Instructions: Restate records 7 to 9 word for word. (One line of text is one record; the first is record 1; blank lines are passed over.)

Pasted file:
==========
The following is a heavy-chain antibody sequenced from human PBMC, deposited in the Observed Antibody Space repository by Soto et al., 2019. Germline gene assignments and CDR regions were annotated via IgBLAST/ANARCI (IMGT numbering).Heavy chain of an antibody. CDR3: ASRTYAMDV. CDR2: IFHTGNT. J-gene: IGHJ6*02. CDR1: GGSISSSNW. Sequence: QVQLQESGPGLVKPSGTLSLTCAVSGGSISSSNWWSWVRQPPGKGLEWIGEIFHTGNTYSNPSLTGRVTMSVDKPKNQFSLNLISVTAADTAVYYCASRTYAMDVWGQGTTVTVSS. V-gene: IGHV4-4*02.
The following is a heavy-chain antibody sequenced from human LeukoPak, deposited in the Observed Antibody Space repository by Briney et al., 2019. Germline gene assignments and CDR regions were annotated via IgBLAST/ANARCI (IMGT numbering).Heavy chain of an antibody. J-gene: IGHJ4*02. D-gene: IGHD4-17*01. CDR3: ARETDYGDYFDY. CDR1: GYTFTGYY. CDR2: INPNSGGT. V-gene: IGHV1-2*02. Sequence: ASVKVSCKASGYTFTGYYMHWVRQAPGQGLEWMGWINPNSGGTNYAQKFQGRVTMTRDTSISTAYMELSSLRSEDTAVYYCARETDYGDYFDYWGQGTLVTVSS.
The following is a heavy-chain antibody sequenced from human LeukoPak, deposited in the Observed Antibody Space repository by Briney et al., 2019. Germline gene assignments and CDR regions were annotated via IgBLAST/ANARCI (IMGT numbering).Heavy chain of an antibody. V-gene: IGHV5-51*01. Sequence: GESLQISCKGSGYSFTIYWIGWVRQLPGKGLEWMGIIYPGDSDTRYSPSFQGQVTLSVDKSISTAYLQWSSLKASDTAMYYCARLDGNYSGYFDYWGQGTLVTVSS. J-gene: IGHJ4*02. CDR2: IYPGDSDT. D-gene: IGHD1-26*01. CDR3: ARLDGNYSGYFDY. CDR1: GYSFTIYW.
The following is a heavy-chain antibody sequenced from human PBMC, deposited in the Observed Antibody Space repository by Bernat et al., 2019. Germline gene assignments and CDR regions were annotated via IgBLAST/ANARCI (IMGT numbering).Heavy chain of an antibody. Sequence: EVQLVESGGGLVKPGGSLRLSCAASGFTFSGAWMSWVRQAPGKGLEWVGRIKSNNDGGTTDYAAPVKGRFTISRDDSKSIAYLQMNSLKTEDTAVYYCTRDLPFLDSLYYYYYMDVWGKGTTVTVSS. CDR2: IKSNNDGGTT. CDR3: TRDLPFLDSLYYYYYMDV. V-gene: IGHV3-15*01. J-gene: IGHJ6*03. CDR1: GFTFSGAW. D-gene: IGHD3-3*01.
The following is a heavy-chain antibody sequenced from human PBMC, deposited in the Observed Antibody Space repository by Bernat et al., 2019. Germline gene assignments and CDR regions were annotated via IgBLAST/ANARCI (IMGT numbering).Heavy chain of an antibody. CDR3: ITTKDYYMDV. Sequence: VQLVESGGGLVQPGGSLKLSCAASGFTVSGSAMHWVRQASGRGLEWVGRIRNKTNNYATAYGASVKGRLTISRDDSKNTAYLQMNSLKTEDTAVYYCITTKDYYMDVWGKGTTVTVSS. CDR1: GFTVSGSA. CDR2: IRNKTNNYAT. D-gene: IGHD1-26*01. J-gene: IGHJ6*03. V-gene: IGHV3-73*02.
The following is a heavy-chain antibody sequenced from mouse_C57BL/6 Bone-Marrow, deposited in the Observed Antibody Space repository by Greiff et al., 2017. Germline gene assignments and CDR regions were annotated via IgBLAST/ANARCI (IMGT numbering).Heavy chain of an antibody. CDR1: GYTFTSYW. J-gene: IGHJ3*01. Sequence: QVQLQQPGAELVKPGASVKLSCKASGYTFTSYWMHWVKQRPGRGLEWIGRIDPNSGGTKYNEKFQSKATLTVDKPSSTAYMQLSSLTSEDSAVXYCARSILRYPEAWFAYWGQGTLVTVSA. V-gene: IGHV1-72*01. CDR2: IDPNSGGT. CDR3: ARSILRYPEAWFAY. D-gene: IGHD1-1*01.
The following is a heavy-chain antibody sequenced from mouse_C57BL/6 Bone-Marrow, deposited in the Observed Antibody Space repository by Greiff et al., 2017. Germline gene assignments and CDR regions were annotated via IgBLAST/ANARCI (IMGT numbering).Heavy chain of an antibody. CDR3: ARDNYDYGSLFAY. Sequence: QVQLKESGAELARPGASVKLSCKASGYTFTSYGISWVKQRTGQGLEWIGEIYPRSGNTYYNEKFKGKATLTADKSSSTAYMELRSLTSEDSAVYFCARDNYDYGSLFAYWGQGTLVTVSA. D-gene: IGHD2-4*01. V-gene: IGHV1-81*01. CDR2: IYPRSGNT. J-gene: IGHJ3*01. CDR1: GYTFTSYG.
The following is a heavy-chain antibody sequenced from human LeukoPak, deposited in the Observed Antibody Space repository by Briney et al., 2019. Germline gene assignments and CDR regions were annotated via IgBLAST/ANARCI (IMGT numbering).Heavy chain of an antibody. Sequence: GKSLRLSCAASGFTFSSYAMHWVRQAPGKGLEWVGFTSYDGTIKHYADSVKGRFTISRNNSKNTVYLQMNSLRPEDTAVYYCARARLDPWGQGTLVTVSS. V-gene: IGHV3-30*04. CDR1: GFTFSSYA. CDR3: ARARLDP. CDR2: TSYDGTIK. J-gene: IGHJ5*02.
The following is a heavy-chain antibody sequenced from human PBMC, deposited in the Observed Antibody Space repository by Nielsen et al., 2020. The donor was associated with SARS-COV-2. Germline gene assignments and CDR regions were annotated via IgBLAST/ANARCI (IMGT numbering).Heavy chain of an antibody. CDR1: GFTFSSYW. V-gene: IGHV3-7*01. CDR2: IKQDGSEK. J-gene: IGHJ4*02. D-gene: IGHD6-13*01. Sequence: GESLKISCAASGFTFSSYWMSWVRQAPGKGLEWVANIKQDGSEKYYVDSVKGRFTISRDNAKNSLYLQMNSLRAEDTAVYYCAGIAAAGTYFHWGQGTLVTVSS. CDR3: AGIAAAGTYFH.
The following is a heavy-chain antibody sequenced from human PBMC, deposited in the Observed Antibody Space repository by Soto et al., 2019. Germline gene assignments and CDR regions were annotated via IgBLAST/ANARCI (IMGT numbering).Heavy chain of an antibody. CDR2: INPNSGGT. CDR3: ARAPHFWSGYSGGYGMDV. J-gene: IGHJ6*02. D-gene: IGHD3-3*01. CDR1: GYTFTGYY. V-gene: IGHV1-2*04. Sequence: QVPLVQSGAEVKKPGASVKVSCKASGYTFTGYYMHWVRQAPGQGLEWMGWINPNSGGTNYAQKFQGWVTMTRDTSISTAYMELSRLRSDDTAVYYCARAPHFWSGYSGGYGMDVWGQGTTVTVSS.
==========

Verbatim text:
The following is a heavy-chain antibody sequenced from mouse_C57BL/6 Bone-Marrow, deposited in the Observed Antibody Space repository by Greiff et al., 2017. Germline gene assignments and CDR regions were annotated via IgBLAST/ANARCI (IMGT numbering).Heavy chain of an antibody. CDR3: ARDNYDYGSLFAY. Sequence: QVQLKESGAELARPGASVKLSCKASGYTFTSYGISWVKQRTGQGLEWIGEIYPRSGNTYYNEKFKGKATLTADKSSSTAYMELRSLTSEDSAVYFCARDNYDYGSLFAYWGQGTLVTVSA. D-gene: IGHD2-4*01. V-gene: IGHV1-81*01. CDR2: IYPRSGNT. J-gene: IGHJ3*01. CDR1: GYTFTSYG.
The following is a heavy-chain antibody sequenced from human LeukoPak, deposited in the Observed Antibody Space repository by Briney et al., 2019. Germline gene assignments and CDR regions were annotated via IgBLAST/ANARCI (IMGT numbering).Heavy chain of an antibody. Sequence: GKSLRLSCAASGFTFSSYAMHWVRQAPGKGLEWVGFTSYDGTIKHYADSVKGRFTISRNNSKNTVYLQMNSLRPEDTAVYYCARARLDPWGQGTLVTVSS. V-gene: IGHV3-30*04. CDR1: GFTFSSYA. CDR3: ARARLDP. CDR2: TSYDGTIK. J-gene: IGHJ5*02.
The following is a heavy-chain antibody sequenced from human PBMC, deposited in the Observed Antibody Space repository by Nielsen et al., 2020. The donor was associated with SARS-COV-2. Germline gene assignments and CDR regions were annotated via IgBLAST/ANARCI (IMGT numbering).Heavy chain of an antibody. CDR1: GFTFSSYW. V-gene: IGHV3-7*01. CDR2: IKQDGSEK. J-gene: IGHJ4*02. D-gene: IGHD6-13*01. Sequence: GESLKISCAASGFTFSSYWMSWVRQAPGKGLEWVANIKQDGSEKYYVDSVKGRFTISRDNAKNSLYLQMNSLRAEDTAVYYCAGIAAAGTYFHWGQGTLVTVSS. CDR3: AGIAAAGTYFH.